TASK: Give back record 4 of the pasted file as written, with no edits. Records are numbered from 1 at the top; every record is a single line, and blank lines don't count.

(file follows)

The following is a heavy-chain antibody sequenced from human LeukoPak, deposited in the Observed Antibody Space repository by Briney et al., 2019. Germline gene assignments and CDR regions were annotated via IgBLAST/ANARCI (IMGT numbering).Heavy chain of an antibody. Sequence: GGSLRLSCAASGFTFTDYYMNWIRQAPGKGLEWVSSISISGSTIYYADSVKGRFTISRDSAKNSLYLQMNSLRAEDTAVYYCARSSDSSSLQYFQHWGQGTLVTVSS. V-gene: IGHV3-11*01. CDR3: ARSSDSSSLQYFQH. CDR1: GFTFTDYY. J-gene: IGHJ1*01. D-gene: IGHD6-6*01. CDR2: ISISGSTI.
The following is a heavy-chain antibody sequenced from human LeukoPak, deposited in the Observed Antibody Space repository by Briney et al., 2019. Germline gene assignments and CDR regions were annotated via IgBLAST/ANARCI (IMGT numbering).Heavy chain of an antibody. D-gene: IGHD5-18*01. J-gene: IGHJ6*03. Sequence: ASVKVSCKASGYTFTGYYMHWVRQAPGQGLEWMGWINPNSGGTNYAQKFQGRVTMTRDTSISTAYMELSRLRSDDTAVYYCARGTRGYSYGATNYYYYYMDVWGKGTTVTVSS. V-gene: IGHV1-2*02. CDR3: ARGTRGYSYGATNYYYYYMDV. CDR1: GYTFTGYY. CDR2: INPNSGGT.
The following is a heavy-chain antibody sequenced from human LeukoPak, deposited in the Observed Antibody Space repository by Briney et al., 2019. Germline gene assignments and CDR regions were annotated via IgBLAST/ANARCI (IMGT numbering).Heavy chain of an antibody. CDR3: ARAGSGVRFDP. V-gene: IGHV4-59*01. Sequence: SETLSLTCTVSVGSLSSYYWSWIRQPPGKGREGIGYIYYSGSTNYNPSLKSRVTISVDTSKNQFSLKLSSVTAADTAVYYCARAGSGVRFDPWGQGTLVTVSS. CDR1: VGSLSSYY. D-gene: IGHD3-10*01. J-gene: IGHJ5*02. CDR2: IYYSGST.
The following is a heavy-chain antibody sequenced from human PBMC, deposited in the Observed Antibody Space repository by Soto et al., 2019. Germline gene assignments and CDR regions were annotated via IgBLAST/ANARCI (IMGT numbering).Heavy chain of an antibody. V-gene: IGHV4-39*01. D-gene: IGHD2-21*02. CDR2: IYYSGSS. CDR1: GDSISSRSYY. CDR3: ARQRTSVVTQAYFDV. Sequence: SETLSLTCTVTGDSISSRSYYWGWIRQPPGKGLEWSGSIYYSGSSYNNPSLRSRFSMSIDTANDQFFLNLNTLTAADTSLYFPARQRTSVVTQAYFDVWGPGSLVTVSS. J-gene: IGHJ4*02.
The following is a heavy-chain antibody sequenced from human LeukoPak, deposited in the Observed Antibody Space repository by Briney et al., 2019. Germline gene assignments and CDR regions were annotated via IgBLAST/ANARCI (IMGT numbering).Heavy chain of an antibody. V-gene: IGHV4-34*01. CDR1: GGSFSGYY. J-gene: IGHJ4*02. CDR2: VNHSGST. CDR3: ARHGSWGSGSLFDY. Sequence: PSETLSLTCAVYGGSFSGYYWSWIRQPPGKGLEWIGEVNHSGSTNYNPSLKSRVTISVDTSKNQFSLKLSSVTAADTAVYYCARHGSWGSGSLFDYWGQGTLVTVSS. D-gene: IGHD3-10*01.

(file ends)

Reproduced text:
The following is a heavy-chain antibody sequenced from human PBMC, deposited in the Observed Antibody Space repository by Soto et al., 2019. Germline gene assignments and CDR regions were annotated via IgBLAST/ANARCI (IMGT numbering).Heavy chain of an antibody. V-gene: IGHV4-39*01. D-gene: IGHD2-21*02. CDR2: IYYSGSS. CDR1: GDSISSRSYY. CDR3: ARQRTSVVTQAYFDV. Sequence: SETLSLTCTVTGDSISSRSYYWGWIRQPPGKGLEWSGSIYYSGSSYNNPSLRSRFSMSIDTANDQFFLNLNTLTAADTSLYFPARQRTSVVTQAYFDVWGPGSLVTVSS. J-gene: IGHJ4*02.